Load pins for critical load measurements

Paul Boughton

Steve Hewitt looks at the uses of load measuring pins wth the oil industry

Within the oil industry load measuring pins are widely used – from drill rigs, supply boats and sub-sea assemblies. They can also be used to replace an existing joint, where clevis pins, are used in cranes, winches, anchor chain stops, wedge sockets and shackles.
The material from which pin is manufactured is usually a high strength stainless steel and sometimes a super alloy (Fig. 1).
Strain gauges are used to measure the shear strain at the maximum shear section through the pin and arranged into a whetstone bridge circuit. By using the shear stress, the measurement is not dependant on load position and the supports as bending effects have very little effect on the measurement.
To help with this 3D modelling is used that is then linked to a finite element analysis (FEA) package. With the use of the FEA, the stresses in the pin can be seen and this allows for modifications to be carried out before the material is cut. The 3D modelling also allows the product to be visualised before final drawings are completed (Fig 2).
The load pin can also measure loads in more than one direction and so can measure the loads in two plains X and Y. The output from the strain bridge generally varies as the angle of the applied load rotates around the central axis by the cosine law and so, with a single applied bridge at 90 degrees, the output has reduced to zero.
By installing a dual bridge offset by 90 degrees, it is possible to have two signals from the pin, which can be used to determine the resultant force and angle.
This format of pin can be used on variable angle jib cranes without adding extra steelwork to give a constant effective angle over the pin.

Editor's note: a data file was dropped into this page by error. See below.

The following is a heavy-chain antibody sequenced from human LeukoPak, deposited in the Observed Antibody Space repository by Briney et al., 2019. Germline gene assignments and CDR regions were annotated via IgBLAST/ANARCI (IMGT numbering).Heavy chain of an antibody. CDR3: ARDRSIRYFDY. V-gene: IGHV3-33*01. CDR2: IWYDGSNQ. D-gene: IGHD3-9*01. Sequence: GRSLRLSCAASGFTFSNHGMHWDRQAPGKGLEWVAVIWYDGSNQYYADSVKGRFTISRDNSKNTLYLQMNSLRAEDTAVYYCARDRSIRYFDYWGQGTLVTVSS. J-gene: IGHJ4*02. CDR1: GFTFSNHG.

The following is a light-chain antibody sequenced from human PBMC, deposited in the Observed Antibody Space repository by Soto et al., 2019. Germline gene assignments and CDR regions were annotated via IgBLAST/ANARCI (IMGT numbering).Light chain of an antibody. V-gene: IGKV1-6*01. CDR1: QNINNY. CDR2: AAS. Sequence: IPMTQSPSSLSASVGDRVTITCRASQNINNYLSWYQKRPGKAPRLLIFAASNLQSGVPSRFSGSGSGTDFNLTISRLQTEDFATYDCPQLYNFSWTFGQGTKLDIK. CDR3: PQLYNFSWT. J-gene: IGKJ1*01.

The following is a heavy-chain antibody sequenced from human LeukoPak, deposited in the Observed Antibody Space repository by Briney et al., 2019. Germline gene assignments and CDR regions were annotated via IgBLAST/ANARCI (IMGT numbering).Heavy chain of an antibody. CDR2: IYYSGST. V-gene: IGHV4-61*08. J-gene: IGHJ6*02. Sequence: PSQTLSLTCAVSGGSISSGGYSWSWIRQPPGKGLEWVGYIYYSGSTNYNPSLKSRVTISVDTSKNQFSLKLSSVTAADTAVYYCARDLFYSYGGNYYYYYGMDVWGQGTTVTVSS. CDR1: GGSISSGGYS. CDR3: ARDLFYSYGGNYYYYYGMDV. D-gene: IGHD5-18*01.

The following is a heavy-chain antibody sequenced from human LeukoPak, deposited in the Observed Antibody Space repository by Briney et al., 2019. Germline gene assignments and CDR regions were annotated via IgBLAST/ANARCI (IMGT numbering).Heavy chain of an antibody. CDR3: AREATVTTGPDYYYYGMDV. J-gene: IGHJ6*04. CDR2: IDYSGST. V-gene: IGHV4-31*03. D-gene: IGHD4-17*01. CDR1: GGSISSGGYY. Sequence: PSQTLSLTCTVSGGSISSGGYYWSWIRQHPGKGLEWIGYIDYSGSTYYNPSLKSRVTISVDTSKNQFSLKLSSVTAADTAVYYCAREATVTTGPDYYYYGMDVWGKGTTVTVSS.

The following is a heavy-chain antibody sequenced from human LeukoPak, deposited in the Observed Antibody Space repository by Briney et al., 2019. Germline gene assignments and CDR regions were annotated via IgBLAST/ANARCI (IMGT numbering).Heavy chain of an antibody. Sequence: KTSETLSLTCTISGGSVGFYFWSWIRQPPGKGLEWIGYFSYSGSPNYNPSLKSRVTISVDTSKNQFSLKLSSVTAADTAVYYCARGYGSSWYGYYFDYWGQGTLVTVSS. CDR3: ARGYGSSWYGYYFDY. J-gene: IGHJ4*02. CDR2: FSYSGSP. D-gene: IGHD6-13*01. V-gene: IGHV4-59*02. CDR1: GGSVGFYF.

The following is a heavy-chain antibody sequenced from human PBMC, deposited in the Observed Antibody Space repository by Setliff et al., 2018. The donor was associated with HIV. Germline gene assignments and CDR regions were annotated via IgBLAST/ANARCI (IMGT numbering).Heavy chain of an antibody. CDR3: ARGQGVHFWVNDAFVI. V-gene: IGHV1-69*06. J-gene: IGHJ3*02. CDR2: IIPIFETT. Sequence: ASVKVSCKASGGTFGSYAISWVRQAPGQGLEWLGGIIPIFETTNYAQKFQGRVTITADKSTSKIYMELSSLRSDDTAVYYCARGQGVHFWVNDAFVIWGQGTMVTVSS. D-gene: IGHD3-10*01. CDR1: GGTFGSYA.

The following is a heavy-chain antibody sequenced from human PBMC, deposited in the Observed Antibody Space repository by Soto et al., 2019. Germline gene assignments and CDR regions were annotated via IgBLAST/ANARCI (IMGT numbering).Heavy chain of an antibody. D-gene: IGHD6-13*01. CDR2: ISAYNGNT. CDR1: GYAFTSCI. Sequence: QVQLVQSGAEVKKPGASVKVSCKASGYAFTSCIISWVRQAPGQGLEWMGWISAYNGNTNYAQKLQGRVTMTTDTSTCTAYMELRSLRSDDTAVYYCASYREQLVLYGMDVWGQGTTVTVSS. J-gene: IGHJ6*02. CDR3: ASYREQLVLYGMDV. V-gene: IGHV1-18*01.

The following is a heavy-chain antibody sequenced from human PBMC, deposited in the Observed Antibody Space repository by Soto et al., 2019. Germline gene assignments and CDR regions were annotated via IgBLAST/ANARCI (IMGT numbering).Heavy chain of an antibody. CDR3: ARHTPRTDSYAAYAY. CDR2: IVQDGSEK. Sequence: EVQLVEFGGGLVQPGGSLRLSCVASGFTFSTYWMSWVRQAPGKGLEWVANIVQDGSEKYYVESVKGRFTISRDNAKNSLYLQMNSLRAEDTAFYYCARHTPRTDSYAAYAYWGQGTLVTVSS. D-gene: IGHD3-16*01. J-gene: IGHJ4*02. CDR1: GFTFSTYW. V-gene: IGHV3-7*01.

By having the loads in both plains the resultant load can be calculated and by referring one of the plains to a known angle the direction of load can be calculated.
We also know that strain gauges can be classified as simple apparatus and this makes it easier to use in hazardous area with the use of the correct electronics.
Applications for load pins

With anchor handling using the winches, load pins can be installed in the brake mechanism for static load measurement or in the base of the winch for dynamic measurements.
There are so many variation with winch design and the requirements required from the operator that each case is considered individually.
Mooring buoys are another application where load pins are used to measure the hawser tension. This application is critical for safety as well as to try to predict the life of the hawser.
Chain stoppers for tankers and tugs include pins that can also be monitored to control forces. Diving equipment that needs load monitoring often use load pins as a practical way to monitor load. Drill string tension and heave compensation use load pins as method to capture the load.
Future developments

As knowledge of materials and designs develop, the load measuring pin improves in accuracy and predicted life. The associated electronics are also making it easier to measure loads that were, in the past difficult, but can now be continually monitored
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Steve Hewitt is Director, Active Load Limited, Reading, England. www.activeload.co.uk
Fig. 1. A typical load pins.
Fi. 2. 3D modelling also allows load pins to be visualised before final drawings are completed.

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